Researchers looking at plastics’ connection with pregnancy and children’s health, find that placenta can absorb nanoplastics during pregnancy – affecting babies when born
Plastic breaks down into microplastics and even smaller nanoplastics, which can be found globally, including now, in babies.
There is currently minimal on children’s exposure level to nano-and microplastics, due to the limitations of current technology for researching very small particles.
This study therefore looks at nanoplastics ingested at school, in neonatal wards and through breast milk, breast milk substitutes and baby care products, finding a total of 37 different articles about nano-and microplastics in connection with pregnancy and childhood.
From this, researchers can now confirm the presence of microplastics in the placenta and in newborns.
Few studies have estimated how much plastic children ingest
From the time which babies are in the mother’s womb and throughout their childhood, they are exposed to numerous environmental toxic chemicals, as well as to nano-and microplastics.
Children can ingest microplastics numerous ways – including during pregnancy, in which they can absorb it through the placenta – as microplastics are in lots of products, such as baby bottles, toys, textiles and food packaging.
Additionally, researchers now believe that breast milk and infant formula may also contain microplastics.
Kam Sripada, a neuroscientist from the Norwegian University of Science and Technology (NTNU), said: “It’s quite possible that children are more exposed to microplastics than adults, similar to children’s greater exposure to many other environmental toxic chemicals.
“No one knows exactly how much microplastic a child ingests. But several studies now suggest that today’s children absorb microplastics in their bodies as early as at foetal age. This is concerning.
“Children do not have a fully developed immune system and are in a very important phase of their brain development. This makes them particularly vulnerable. It’s almost impossible to prevent children from ingesting plastic.
“Nano- and microplastics are so miniscule that they can travel deep into the lungs and can also cross into the placenta. At the same time, they transport dangerous chemicals with them on their journey. That’s why we believe that nano- and microplastics can be a health risk for children.”
Martin Wagner, an associate professor of biology at NTNU, added: “Although a lot of research is being done on microplastics, studies on the health effects of these plastic particles are limited. This applies especially to the effects on children.”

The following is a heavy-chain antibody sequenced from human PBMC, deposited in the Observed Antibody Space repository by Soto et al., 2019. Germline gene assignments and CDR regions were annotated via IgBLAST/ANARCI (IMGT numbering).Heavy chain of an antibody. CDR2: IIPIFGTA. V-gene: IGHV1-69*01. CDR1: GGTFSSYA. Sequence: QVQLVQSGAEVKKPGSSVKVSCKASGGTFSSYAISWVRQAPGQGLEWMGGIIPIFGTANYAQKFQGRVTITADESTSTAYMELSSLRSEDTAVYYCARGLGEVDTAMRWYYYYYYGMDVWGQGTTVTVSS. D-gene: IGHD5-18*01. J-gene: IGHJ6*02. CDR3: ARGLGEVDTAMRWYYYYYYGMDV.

How can parents reduce the plastic which children are exposed to?
Parents are recommended by the authors to ensure children come into as few microplastics as possible, such as through the food they eat.
For instance, when microplastic particles end up in household dust, children may come into contact with them through crawling and playing on the floor. Then they put their fingers in their mouths. Researchers recommend that parents clean the house properly and regularly with soap and water, as dust may contain microplastics.
Additionally, parents should take caution buying personal hygiene products, and should choose varieties with less plastic.
Finally, if you are moving homes, it is recommended people choose building materials which don’t contain PVC or other types of plastic.
Microplastics carry a variety of toxic chemicals
Microplastics aren’t just plastic – they may have phthalates and metals added for colour, stabilization or as a biocide, for example – of which, several of these substances are harmful to children’s health.
Researching the cocktail of chemicals surrounding our environment, researchers additionally found that when microplastics end up outdoors, for example as particles from car tires, this plastic core is often coated with air pollution and car exhaust. This entails we are consistently ingesting nanoplastics, even just through breathing.
The research group is calling for more research in the field that focuses on babies and pregnant women’s level of exposure to various plastic substances. Looking at how plastic can be transferred to the foetus, researchers want parents to be aware of the problem, and polluting authorities to act against it.
The industries which manufacture the various plastic products aimed at children and women should be prudent and ensure that these products leach as little as possible, says the research group.
Previous research also suggest that social status plays a role in how exposed people are to various toxic chemicals – as people living in poverty have much greater exposure, including to microplastics. This displays a level of disparity in exposure to microplastics, which also needs to be addressed.
Wagner continued: “It’s difficult to study microplastics in the body, and even more difficult to do research on nanoplastics.”
Sripada finalised: “The authorities and industry bear the responsibility. We strongly encourage them to uphold the precautionary principle.”
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